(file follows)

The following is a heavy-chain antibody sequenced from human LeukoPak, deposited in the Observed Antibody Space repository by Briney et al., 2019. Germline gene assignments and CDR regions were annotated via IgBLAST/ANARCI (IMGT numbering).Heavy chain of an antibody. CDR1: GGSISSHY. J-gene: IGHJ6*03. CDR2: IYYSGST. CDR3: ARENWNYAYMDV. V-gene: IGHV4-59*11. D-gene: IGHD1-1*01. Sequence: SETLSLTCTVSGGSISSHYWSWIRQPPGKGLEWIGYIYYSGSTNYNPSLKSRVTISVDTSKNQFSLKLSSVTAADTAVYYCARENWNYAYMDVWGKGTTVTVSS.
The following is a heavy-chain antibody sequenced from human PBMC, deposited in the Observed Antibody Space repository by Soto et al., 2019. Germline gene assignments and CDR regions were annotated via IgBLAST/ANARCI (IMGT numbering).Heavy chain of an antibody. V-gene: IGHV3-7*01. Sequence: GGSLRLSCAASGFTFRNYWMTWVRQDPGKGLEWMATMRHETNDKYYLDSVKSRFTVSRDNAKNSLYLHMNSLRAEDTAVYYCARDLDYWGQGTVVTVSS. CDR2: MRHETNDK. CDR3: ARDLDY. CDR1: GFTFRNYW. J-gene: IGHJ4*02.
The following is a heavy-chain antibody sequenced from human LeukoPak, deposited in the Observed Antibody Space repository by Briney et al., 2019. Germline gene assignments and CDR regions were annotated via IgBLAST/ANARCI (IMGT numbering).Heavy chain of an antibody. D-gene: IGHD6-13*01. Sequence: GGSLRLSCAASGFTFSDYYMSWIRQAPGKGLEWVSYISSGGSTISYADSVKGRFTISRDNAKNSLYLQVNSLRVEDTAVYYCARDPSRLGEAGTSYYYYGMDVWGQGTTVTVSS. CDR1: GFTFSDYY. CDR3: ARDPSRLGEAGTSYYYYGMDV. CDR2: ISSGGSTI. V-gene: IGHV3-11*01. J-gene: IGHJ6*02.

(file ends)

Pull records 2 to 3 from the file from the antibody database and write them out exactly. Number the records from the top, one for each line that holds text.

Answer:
The following is a heavy-chain antibody sequenced from human PBMC, deposited in the Observed Antibody Space repository by Soto et al., 2019. Germline gene assignments and CDR regions were annotated via IgBLAST/ANARCI (IMGT numbering).Heavy chain of an antibody. V-gene: IGHV3-7*01. Sequence: GGSLRLSCAASGFTFRNYWMTWVRQDPGKGLEWMATMRHETNDKYYLDSVKSRFTVSRDNAKNSLYLHMNSLRAEDTAVYYCARDLDYWGQGTVVTVSS. CDR2: MRHETNDK. CDR3: ARDLDY. CDR1: GFTFRNYW. J-gene: IGHJ4*02.
The following is a heavy-chain antibody sequenced from human LeukoPak, deposited in the Observed Antibody Space repository by Briney et al., 2019. Germline gene assignments and CDR regions were annotated via IgBLAST/ANARCI (IMGT numbering).Heavy chain of an antibody. D-gene: IGHD6-13*01. Sequence: GGSLRLSCAASGFTFSDYYMSWIRQAPGKGLEWVSYISSGGSTISYADSVKGRFTISRDNAKNSLYLQVNSLRVEDTAVYYCARDPSRLGEAGTSYYYYGMDVWGQGTTVTVSS. CDR1: GFTFSDYY. CDR3: ARDPSRLGEAGTSYYYYGMDV. CDR2: ISSGGSTI. V-gene: IGHV3-11*01. J-gene: IGHJ6*02.